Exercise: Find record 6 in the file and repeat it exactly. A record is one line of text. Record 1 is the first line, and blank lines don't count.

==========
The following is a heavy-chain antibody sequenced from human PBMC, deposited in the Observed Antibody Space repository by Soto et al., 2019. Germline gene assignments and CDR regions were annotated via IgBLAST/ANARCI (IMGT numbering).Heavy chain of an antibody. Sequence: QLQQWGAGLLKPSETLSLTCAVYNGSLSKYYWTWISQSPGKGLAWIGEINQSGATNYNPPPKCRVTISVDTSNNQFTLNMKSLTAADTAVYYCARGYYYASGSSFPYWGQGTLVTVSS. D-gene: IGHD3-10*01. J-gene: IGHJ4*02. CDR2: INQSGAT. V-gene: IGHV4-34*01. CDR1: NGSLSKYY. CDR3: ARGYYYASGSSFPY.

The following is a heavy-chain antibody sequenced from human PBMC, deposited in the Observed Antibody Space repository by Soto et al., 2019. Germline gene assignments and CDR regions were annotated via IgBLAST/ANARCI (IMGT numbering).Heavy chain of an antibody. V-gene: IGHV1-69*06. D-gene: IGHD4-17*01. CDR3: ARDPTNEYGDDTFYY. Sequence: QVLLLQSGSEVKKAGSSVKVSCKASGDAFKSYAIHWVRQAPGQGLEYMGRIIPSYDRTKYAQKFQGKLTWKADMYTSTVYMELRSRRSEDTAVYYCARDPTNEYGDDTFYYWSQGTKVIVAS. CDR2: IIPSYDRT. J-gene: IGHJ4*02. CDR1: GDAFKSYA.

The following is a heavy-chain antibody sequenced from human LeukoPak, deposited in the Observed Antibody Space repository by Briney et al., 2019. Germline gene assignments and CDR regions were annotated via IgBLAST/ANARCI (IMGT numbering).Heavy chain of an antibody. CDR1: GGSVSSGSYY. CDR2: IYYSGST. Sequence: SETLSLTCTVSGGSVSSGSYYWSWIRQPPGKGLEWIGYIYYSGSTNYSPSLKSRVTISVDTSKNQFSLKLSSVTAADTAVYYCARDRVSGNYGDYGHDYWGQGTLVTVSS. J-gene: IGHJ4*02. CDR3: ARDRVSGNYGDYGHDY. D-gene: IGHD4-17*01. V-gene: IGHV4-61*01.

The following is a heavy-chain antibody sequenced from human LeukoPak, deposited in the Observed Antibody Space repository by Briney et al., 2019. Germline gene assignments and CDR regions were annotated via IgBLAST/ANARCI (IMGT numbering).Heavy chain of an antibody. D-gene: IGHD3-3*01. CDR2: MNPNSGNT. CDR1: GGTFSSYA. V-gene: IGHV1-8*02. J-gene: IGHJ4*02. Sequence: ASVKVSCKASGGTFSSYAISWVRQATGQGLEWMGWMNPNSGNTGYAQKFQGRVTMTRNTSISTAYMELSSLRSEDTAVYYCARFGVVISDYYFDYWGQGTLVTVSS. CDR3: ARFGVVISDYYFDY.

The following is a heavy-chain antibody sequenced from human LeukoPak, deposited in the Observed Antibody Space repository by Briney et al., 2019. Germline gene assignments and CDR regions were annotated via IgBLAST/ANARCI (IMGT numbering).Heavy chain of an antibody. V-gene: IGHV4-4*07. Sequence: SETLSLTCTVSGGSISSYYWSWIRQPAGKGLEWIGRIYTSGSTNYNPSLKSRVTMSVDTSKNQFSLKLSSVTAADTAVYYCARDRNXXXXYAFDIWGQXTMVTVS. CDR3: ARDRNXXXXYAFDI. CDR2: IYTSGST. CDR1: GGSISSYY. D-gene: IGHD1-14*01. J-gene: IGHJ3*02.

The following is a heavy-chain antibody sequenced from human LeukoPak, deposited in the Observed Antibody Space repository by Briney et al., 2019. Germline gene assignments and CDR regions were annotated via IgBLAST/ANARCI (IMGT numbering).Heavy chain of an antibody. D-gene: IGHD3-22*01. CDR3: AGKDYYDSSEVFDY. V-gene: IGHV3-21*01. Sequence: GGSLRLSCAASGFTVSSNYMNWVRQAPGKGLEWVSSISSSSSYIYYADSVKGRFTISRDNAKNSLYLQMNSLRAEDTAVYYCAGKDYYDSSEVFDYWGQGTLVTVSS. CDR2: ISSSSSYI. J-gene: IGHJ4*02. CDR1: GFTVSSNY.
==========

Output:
The following is a heavy-chain antibody sequenced from human LeukoPak, deposited in the Observed Antibody Space repository by Briney et al., 2019. Germline gene assignments and CDR regions were annotated via IgBLAST/ANARCI (IMGT numbering).Heavy chain of an antibody. D-gene: IGHD3-22*01. CDR3: AGKDYYDSSEVFDY. V-gene: IGHV3-21*01. Sequence: GGSLRLSCAASGFTVSSNYMNWVRQAPGKGLEWVSSISSSSSYIYYADSVKGRFTISRDNAKNSLYLQMNSLRAEDTAVYYCAGKDYYDSSEVFDYWGQGTLVTVSS. CDR2: ISSSSSYI. J-gene: IGHJ4*02. CDR1: GFTVSSNY.